"I know I didn't. I just felt like I had to," Nellie said. Jason looked at her and she could see the broken part of him screaming for someone to understand. She gazed around the living room. The wall-to-wall box shelves were bare and all the photos had been wrapped and hidden in the cardboard boxes. It wasn't the same living room she'd sat in countless times at sleepovers. The fireplace held only the cold ashes of a once burning fire, and the blinds had been shut to keep the world out. It was a skeleton of a home and everything in it was ashes and bone. She thought about how quiet it must be with Hazel's parents gone all the time and how Jason was the only thing with a heartbeat in it. Nellie understood what it was like being alone with nothing to think about but Hazel, and she knew why he'd really called her. “I haven't talked about her with anyone since it happened."
Jason's shoulders went slack and he finally collapsed against the back of the chair. "Me neither. I tried to talk to mom and dad about it, but they're trying to...I don't know, forget, I guess," he said. He took a look around the room and grimaced. “I just can't do that anymore. I need to know what happened to her, Nellie. That's why I called you. I need you to tell me about my sister."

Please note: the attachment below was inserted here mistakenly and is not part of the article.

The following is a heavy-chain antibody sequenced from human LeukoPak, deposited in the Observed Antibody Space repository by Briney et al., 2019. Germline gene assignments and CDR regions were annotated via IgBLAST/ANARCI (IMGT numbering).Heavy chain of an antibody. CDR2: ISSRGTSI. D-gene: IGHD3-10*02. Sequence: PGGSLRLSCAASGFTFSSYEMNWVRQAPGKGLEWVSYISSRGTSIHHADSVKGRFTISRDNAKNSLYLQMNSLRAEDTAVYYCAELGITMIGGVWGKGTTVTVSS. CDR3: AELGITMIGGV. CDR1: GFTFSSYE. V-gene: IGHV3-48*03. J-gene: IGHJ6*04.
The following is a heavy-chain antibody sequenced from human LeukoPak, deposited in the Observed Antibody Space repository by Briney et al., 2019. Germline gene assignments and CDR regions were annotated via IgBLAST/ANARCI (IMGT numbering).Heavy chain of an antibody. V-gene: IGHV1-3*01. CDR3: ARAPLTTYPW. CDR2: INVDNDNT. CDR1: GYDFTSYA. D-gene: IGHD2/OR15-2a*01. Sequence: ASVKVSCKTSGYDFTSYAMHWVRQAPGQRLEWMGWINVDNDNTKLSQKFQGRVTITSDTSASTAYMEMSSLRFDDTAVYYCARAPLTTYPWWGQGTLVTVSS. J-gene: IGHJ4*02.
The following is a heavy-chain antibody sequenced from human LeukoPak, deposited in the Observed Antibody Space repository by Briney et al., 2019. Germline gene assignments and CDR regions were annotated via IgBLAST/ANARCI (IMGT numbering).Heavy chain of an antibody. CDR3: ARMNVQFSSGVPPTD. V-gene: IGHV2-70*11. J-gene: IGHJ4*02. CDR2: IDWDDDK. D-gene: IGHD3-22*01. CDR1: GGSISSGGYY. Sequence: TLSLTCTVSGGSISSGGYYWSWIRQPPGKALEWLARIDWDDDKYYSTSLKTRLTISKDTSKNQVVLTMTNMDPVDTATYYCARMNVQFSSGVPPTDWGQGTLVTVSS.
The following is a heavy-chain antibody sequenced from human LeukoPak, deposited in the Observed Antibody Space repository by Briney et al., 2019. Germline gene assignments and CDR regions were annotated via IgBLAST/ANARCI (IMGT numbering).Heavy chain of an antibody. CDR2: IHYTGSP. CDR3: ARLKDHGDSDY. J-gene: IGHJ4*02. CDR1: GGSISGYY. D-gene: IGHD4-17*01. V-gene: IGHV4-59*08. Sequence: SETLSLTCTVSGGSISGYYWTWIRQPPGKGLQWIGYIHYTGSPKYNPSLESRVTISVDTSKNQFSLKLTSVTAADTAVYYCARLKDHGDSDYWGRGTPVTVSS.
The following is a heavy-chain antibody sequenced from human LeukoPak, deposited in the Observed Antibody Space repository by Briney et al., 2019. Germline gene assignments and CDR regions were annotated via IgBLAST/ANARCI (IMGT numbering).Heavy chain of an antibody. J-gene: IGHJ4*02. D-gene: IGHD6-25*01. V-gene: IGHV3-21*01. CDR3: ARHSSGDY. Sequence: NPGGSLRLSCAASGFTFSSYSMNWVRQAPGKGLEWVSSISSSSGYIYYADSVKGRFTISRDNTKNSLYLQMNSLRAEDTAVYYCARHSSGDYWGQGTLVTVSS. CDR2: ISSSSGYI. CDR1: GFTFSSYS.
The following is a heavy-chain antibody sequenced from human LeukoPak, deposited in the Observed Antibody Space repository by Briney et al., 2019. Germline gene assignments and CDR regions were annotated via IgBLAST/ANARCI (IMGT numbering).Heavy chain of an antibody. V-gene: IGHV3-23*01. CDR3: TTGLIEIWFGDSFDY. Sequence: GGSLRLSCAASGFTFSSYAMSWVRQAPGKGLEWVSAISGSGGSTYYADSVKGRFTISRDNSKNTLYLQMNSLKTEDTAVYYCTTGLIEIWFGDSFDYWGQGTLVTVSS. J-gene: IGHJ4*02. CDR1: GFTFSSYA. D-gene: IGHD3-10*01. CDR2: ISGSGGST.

Nellie stared at him and shook her head. “I think you knew her better than I did. She hid stuff from me all the time. She never said what she meant, I realize that now. I always thought you two were close," she said. It had taken Nellie two months to realize Hazel had kept herself from her. She would always do these dramatic things, like showing up on her doorstep at two in the morning and dragging her outside to look for comets or taking her to museums on a whim. She would go to the art displays on her own before she ever took Nellie to them. When she'd bring her, she'd sit her in front of a painting and try to get her to guess how it made Hazel feel.
Nellie remembered her showing her a painting of a little girl with an umbrella at her side, staring up into the rain. Hazel had gripped her arm tight and stared at her with an eagerness that had annoyed Nellie. “Look at it Nell, it's beautiful," she'd said. “Don’t you get it?"